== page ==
Economic insight provided by Alberta Central Chief Economist Charles St-Arnaud.
The Bank of Canada increased its policy rate by 50bp, in line with our expectations, to 3.75%, its highest level since February 2008. The central bank also announced that it would continue quantitative tightening (QT). So far this year, the BoC has increased its policy rate by 350bp, the fastest pace since the mid-1990s.
The key message in today’s decision is that the central bank remains committed to fighting inflation and is not yet done hiking interest rates. However, the BoC also signals that the pace of hikes will slow and that the amount of hikes required is becoming more data-dependent. How many rate hikes will be necessary depends on the evolution and outlook for inflation, specifically, whether we see a moderation in measures of core inflation and a narrowing of inflationary pressures in the coming months.
The slower pace of tightening was expected, as it is becoming clear that we are getting close to the terminal rate. As such, we note that at 3.75%, the policy rate is well above the BoC’s measure of neutral of between 2-3%. We believe that, as a result of high debt levels, the neutral rate is likely within the lower end of that range.
Today’s decision supports our view that the BoC will continue hiking. As such, we believe that interest rates will likely increase by another 25bp at the December meeting. However, the risk is that they could increase by more if inflation does not show further signs of abating.
The BoC increased its policy rate by 50bp to 3.70%, in line with our expectations but smaller than market expectations. It also continued its quantitative tightening policy. The statement makes it clear that the central bank considers that further rate hikes will require, saying, “the Governing Council still judges that the policy interest rate will need to rise further.” However, the biggest change is that the central bank is signalling that it is becoming more data-dependent, saying “future rate increases will be influenced by our assessments of how tighter monetary policy is working to slow demand, how supply challenges are resolving, and how inflation and inflation expectations are responding.”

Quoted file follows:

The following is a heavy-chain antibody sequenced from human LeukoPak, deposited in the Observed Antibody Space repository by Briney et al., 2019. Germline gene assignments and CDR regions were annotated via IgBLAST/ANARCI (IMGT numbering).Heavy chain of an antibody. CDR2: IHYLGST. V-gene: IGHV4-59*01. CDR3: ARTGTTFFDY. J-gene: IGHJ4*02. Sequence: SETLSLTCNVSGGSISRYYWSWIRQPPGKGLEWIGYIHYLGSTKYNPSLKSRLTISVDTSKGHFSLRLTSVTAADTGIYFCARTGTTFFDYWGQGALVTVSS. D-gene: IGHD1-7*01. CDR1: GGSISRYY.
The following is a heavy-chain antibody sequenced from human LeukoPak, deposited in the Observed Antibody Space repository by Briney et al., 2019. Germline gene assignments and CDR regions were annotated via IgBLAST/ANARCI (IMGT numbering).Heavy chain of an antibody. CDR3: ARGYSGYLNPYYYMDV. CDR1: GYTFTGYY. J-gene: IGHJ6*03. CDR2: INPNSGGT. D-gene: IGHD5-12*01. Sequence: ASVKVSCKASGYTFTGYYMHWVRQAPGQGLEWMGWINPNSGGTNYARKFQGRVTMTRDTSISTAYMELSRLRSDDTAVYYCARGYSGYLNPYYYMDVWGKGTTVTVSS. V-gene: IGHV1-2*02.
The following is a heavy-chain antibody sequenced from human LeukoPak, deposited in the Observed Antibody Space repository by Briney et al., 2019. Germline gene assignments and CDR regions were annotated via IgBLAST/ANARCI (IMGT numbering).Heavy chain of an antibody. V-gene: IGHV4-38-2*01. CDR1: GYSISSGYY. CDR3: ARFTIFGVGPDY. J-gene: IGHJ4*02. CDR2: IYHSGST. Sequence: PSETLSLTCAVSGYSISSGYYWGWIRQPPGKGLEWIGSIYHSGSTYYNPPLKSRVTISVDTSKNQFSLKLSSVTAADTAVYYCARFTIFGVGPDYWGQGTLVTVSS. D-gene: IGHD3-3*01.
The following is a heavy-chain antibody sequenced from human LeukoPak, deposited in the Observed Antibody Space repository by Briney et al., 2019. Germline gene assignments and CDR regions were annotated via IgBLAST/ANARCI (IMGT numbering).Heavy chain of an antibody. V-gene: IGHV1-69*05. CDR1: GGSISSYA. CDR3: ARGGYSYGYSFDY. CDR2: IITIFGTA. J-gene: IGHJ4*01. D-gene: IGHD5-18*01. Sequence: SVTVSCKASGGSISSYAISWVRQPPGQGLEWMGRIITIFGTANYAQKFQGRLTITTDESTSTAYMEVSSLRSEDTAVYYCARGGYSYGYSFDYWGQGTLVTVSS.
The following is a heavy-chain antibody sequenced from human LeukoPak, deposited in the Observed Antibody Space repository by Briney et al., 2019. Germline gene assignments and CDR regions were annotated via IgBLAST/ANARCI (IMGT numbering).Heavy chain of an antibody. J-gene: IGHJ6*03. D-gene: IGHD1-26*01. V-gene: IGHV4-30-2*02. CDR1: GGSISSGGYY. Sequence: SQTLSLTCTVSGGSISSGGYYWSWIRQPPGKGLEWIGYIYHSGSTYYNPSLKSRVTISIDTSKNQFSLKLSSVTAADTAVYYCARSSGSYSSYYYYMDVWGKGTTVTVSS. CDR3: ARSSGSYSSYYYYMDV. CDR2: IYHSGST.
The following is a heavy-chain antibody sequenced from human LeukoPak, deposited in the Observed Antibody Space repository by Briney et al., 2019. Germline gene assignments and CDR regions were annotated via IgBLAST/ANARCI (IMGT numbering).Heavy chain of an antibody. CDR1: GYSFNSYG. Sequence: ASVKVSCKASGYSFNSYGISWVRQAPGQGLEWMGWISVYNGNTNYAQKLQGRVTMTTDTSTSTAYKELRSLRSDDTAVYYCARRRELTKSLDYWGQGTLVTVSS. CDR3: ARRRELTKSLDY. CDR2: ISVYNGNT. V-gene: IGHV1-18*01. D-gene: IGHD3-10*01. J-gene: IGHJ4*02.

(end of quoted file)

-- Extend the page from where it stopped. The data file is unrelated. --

Despite the recent easing in headline inflation, the BoC continues to see broad inflationary pressures. The BoC notes that “CPI inflation has declined from 8.1% to 6.9%, primarily due to a fall in gasoline prices. However, price pressures remain broadly based, with two-thirds of CPI components increasing more than 5% over the past year.” Moreover, the central bank notes that measures of core inflation have not yet slowed and that inflation expectations remain high.
The BoC continues to view that the Canadian economy is operating in excess demand. The central bank points to the very tight labour market as further evidence of the situation. The BoC expects growth to moderate in the second half of the year “to stall through the end of this year and the first half of next year as the effects of higher interest rates spread through the economy.” The central bank notes that higher interest rates are having the desired impact on the economy, as evidenced by retreating housing activity, and a softening in households and business spending.
The Boc downgraded its outlook for the Canadian economy in its Monetary Policy Report significantly. As such, its latest forecast shows the economy growing more modestly, with growth expected at 3.25% in 2022, just under 1% in 2023, and 2.0% in 2024. This compares to expectations of 3.5%, 1.8% and 2.4%, respectively, in the July MPR. As a result of lower energy prices and weaker growth, inflation is expected to by lower than in the July MPR at 6.9% in 2022, 4.1% in 2023 and 2.2 in 2024, compared to 7.2%, 4.6% and 2.3%, respectively.
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